A big move in corporate fixed-income plans is risk reduction, shifting from riskier stocks to bonds. But this comes with an added bonus: their investment fees have fallen.
For long-term bonds, which make up the bulk of the program’s fixed-income assets, this resulted in a median fee reduction of 0.025 percentage points. The difference between the maximum and minimum fees for longer papers is 0.28 points. As the study points out, “there is greater passive pressure on this task, which may lead to greater cost pressure.”
The plan “doesn’t want to pay more,” said Brendan Cooper, a senior adviser in the company’s research and market intelligence division.
Reflecting their larger share of the portfolio, long-term bonds are larger, averaging $100 million. Medium and long-term bonds also have a group of unconstrained funds, mainly involving multiple sectors.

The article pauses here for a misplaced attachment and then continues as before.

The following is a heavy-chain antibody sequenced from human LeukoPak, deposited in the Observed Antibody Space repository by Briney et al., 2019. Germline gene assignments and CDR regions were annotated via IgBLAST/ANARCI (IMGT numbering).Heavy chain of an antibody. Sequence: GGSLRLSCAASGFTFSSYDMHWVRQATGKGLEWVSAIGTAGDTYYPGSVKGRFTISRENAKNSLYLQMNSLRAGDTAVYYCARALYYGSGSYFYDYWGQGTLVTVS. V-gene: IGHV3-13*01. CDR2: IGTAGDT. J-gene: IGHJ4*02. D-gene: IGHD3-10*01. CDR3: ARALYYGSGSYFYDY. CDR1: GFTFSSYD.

While most (more than 80%) mid- to long-term bonds outperformed their benchmarks, they underperformed by less than 1 percentage point at the median level. Meanwhile, more than 95% of short-term bonds outperformed their benchmarks by a median of 1.5 percentage points.
The study covered 147 managers. It compares actual negotiated fees for different plan types, authorization sizes and asset classes, rather than listed or published fees.
To be sure, pension plans tend to prefer long-term bonds because they are the ones that best align with their obligations to beneficiaries over time. Despite the recent pullback in bond prices, these investments are likely to remain in the portfolio until they mature.
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Tags: benchmarks, bonds, corporate database plans, fees, investment metrics, LDI, spreads